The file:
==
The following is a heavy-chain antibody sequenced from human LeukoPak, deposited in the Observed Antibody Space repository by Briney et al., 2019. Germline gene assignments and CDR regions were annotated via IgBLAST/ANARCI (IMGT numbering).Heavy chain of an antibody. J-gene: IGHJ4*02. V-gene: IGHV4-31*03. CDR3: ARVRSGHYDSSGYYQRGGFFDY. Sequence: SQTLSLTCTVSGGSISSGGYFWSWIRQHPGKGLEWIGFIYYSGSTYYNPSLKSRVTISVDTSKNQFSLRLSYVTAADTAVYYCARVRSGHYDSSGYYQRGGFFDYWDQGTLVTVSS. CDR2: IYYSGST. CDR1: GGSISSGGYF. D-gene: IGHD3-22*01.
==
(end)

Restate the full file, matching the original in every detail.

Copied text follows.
The following is a heavy-chain antibody sequenced from human LeukoPak, deposited in the Observed Antibody Space repository by Briney et al., 2019. Germline gene assignments and CDR regions were annotated via IgBLAST/ANARCI (IMGT numbering).Heavy chain of an antibody. J-gene: IGHJ4*02. V-gene: IGHV4-31*03. CDR3: ARVRSGHYDSSGYYQRGGFFDY. Sequence: SQTLSLTCTVSGGSISSGGYFWSWIRQHPGKGLEWIGFIYYSGSTYYNPSLKSRVTISVDTSKNQFSLRLSYVTAADTAVYYCARVRSGHYDSSGYYQRGGFFDYWDQGTLVTVSS. CDR2: IYYSGST. CDR1: GGSISSGGYF. D-gene: IGHD3-22*01.